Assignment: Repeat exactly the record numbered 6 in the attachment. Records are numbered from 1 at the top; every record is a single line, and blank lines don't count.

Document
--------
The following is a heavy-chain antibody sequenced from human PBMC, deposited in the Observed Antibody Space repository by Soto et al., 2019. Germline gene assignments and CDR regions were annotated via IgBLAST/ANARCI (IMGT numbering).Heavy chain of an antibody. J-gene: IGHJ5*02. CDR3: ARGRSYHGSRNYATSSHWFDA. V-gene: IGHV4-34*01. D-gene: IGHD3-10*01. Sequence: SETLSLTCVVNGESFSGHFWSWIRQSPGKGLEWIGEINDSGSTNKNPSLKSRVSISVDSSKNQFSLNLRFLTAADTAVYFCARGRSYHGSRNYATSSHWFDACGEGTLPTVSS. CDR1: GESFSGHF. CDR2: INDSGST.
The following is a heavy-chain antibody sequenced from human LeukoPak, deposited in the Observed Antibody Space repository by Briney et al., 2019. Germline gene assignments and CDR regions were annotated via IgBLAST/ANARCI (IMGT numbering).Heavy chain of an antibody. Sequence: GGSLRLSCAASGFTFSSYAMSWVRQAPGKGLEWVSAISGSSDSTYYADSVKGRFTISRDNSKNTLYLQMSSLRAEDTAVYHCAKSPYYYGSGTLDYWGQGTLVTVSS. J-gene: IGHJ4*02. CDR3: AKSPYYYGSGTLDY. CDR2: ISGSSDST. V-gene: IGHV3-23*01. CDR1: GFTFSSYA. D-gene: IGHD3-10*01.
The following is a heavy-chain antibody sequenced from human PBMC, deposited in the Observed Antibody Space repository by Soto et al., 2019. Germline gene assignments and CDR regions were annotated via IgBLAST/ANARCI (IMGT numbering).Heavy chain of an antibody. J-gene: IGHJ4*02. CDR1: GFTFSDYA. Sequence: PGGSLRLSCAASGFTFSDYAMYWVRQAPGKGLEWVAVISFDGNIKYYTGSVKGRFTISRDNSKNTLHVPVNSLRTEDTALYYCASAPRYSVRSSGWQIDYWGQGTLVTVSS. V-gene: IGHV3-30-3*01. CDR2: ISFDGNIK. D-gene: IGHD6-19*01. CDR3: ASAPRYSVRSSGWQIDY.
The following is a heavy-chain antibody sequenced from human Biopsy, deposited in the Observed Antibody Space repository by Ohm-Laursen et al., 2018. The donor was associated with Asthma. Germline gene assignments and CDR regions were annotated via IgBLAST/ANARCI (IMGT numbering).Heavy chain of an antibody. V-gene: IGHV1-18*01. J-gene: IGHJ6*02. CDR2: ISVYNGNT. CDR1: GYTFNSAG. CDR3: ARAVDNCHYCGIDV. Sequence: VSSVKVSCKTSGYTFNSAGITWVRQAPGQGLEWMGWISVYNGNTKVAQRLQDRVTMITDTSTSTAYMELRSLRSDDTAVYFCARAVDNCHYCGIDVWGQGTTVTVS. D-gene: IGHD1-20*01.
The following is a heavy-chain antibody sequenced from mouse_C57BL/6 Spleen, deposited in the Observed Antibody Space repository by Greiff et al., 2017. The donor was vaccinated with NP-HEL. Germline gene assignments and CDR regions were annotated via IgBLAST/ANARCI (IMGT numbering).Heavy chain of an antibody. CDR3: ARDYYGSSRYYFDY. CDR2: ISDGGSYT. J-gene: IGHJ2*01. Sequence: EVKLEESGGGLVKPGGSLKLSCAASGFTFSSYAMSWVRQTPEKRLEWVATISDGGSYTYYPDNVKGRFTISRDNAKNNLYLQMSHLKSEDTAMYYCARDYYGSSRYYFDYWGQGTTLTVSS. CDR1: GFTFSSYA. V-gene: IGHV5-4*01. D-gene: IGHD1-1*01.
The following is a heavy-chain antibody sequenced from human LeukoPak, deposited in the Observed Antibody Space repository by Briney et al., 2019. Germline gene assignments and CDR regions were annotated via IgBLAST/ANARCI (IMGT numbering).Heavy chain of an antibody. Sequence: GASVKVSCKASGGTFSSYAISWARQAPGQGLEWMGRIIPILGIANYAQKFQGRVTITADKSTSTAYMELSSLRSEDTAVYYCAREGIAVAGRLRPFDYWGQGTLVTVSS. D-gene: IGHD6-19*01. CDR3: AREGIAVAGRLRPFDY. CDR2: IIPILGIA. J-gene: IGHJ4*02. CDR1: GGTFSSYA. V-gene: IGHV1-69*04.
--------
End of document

The following is a heavy-chain antibody sequenced from human LeukoPak, deposited in the Observed Antibody Space repository by Briney et al., 2019. Germline gene assignments and CDR regions were annotated via IgBLAST/ANARCI (IMGT numbering).Heavy chain of an antibody. Sequence: GASVKVSCKASGGTFSSYAISWARQAPGQGLEWMGRIIPILGIANYAQKFQGRVTITADKSTSTAYMELSSLRSEDTAVYYCAREGIAVAGRLRPFDYWGQGTLVTVSS. D-gene: IGHD6-19*01. CDR3: AREGIAVAGRLRPFDY. CDR2: IIPILGIA. J-gene: IGHJ4*02. CDR1: GGTFSSYA. V-gene: IGHV1-69*04.